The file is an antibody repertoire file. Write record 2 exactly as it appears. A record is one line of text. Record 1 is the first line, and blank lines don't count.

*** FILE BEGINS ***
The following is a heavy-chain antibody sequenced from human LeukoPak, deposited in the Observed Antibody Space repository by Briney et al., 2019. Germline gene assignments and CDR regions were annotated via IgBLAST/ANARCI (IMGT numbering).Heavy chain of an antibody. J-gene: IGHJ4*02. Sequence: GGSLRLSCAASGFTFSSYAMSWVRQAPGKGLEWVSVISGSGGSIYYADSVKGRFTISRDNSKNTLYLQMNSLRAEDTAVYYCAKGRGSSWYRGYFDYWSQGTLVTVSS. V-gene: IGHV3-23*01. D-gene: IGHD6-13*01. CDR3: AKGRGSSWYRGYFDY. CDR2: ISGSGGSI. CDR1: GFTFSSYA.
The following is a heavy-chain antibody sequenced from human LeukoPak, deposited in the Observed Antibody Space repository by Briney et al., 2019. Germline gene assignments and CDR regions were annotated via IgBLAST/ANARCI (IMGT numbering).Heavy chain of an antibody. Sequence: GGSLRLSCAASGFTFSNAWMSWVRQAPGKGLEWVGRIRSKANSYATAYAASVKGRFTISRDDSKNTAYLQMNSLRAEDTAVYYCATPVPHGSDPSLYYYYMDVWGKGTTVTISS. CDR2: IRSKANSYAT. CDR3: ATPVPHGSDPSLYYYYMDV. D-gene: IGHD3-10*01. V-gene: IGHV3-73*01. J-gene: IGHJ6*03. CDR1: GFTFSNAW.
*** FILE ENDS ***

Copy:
The following is a heavy-chain antibody sequenced from human LeukoPak, deposited in the Observed Antibody Space repository by Briney et al., 2019. Germline gene assignments and CDR regions were annotated via IgBLAST/ANARCI (IMGT numbering).Heavy chain of an antibody. Sequence: GGSLRLSCAASGFTFSNAWMSWVRQAPGKGLEWVGRIRSKANSYATAYAASVKGRFTISRDDSKNTAYLQMNSLRAEDTAVYYCATPVPHGSDPSLYYYYMDVWGKGTTVTISS. CDR2: IRSKANSYAT. CDR3: ATPVPHGSDPSLYYYYMDV. D-gene: IGHD3-10*01. V-gene: IGHV3-73*01. J-gene: IGHJ6*03. CDR1: GFTFSNAW.